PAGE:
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Great-West Enters Defined Contribution Market

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NU Online News Service, Oct. 15, 2003, 7:23 p.m. EDT – Great-West Healthcare, Denver, is introducing the Consumer Advantage plan, a program that seeks to combine health reimbursement arrangements with the best features of managed care plans.

Instead of simply setting up HRAs and providing catastrophic indemnity health insurance for strokes and liver transplants, Great-West will supply health insurance that pays 100% of the cost of preventive care and office visits.

The insurance will pay 70% to 90% of the cost of emergency care and catastrophic care, but it will pay only 50% to 70% of the cost of many types of routine, scheduled services.

Members who use doctors and hospitals in the Great-West provider network will get in-network discounts and receive higher levels of reimbursement than members who go out of network will receive.

Great-West, a unit of the Power Company of America, Montreal, hopes the structure of the insurance plan will encourage plan members to seek preventive care and shop carefully for other types of discretionary care without punishing members who are facing genuine crises, according to Cindy Donohoe, the company’s vice president of marketing.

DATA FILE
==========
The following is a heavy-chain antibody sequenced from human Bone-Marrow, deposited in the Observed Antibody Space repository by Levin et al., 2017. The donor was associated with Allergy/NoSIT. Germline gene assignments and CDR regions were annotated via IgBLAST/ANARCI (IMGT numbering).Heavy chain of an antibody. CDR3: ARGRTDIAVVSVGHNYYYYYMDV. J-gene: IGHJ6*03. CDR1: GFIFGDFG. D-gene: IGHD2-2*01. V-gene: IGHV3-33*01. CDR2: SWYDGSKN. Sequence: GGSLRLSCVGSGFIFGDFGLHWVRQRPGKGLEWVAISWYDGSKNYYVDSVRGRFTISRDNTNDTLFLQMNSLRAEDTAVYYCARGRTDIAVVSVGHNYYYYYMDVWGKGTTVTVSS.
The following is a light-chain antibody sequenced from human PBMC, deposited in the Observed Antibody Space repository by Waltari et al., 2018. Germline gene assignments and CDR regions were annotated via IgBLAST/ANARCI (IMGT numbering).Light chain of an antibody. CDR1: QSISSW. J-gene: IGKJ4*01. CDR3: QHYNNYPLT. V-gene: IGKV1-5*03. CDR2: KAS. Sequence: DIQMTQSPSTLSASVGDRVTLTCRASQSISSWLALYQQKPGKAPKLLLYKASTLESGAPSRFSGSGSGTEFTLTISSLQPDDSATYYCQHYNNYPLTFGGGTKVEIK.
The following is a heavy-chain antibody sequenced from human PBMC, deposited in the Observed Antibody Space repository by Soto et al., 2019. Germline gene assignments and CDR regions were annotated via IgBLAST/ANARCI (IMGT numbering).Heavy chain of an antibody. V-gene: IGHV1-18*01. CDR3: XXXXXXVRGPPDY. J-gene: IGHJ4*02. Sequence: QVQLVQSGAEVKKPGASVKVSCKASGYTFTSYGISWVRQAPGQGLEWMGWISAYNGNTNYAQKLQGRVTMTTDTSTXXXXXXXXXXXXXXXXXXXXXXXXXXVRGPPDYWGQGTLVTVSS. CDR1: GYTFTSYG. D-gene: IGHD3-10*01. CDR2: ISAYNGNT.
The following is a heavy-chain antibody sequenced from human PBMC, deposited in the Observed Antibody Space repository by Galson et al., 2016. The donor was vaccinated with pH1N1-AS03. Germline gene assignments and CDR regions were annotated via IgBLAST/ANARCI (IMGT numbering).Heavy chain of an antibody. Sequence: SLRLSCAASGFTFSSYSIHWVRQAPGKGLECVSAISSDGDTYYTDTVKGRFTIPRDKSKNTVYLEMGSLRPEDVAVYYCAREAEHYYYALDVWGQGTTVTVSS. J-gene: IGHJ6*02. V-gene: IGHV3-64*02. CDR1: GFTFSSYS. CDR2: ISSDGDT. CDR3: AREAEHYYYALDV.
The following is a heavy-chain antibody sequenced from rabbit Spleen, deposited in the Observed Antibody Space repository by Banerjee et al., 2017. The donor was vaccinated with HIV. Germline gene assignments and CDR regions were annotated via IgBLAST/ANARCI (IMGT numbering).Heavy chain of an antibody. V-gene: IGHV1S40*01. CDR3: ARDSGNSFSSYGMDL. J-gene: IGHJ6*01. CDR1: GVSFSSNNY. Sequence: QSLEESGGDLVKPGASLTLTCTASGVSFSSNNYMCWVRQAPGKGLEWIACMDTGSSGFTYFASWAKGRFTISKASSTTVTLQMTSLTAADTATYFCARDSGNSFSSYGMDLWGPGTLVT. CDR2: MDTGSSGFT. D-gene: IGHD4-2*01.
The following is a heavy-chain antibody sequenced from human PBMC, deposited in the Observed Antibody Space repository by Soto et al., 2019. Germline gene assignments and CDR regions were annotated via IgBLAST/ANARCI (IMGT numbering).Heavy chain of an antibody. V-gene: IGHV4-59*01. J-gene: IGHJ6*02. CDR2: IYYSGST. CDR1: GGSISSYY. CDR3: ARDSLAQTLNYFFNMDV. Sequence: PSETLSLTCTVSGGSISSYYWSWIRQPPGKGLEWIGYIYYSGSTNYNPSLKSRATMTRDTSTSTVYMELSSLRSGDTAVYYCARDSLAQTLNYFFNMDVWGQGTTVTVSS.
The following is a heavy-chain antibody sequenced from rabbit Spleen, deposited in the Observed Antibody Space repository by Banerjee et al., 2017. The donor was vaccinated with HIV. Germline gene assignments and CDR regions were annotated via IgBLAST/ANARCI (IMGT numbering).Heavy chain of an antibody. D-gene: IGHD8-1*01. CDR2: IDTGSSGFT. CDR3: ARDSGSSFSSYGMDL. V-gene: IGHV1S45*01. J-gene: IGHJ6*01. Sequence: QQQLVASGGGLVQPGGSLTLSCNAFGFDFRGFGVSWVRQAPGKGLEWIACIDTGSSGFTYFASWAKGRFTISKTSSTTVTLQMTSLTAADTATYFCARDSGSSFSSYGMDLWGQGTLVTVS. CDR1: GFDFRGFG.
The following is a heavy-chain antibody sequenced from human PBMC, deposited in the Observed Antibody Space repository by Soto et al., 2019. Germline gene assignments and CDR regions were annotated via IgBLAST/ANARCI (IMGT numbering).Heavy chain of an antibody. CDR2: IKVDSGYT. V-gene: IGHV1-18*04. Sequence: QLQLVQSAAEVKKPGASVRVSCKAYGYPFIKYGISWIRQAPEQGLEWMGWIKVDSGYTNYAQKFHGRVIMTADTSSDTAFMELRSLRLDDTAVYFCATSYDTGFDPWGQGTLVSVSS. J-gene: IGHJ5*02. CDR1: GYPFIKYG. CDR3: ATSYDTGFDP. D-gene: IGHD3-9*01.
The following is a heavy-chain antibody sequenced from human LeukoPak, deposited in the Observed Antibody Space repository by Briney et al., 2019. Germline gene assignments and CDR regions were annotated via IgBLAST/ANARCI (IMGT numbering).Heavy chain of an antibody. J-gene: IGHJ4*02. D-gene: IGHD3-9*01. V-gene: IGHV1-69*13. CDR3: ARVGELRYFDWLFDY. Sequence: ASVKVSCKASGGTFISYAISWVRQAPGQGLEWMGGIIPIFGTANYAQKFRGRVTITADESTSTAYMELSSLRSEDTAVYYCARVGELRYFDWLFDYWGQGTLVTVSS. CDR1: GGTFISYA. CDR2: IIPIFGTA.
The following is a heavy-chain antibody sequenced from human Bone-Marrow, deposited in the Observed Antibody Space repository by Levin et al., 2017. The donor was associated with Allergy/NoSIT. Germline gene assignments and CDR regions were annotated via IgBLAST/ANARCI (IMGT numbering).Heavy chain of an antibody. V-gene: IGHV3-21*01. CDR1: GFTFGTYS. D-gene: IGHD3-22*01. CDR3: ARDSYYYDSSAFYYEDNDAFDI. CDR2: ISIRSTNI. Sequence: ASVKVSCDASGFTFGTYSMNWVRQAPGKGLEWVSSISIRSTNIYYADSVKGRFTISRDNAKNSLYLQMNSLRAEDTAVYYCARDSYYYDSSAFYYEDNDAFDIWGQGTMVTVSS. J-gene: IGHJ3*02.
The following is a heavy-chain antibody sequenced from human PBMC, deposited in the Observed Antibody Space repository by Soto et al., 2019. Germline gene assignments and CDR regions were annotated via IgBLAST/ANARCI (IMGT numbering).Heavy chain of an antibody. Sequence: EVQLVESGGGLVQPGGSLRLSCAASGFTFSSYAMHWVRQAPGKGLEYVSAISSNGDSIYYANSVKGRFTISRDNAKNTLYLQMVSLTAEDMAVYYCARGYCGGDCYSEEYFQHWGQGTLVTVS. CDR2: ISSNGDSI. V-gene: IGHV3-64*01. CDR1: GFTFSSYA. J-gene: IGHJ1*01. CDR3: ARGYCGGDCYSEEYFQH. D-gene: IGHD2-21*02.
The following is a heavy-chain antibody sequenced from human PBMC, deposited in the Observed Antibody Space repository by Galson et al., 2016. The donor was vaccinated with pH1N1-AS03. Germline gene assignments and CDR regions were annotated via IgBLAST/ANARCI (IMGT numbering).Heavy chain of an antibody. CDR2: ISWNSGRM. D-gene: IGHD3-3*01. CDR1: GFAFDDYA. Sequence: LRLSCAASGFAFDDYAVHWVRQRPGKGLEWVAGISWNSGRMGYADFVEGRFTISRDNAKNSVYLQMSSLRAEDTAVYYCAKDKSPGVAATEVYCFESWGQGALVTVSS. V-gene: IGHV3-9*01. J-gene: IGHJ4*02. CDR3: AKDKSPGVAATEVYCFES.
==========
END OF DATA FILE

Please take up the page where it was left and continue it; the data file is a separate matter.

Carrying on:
“If you’re on the way to the emergency room, you can’t be expected to stop and shop,” Donohoe says. “There’s too much going on.”

Great-West is aiming the program at employers with more than 50 employees.

Other large insurers also have been trying to compete with the defined contribution upstarts in recent months by introducing programs that combine employer-funded HRAs and other types of personal health accounts with insurance plans that resemble traditional preferred provider organization plans.

Great-West is trying to set itself apart by designing its HRA so that plan members always have to spend their own cash to draw on HRA funds.

Because that design eliminates the financial incentive that healthy employees might otherwise have to waste HRA funds, it can lower HRA costs 5% to 15%, Donohoe says.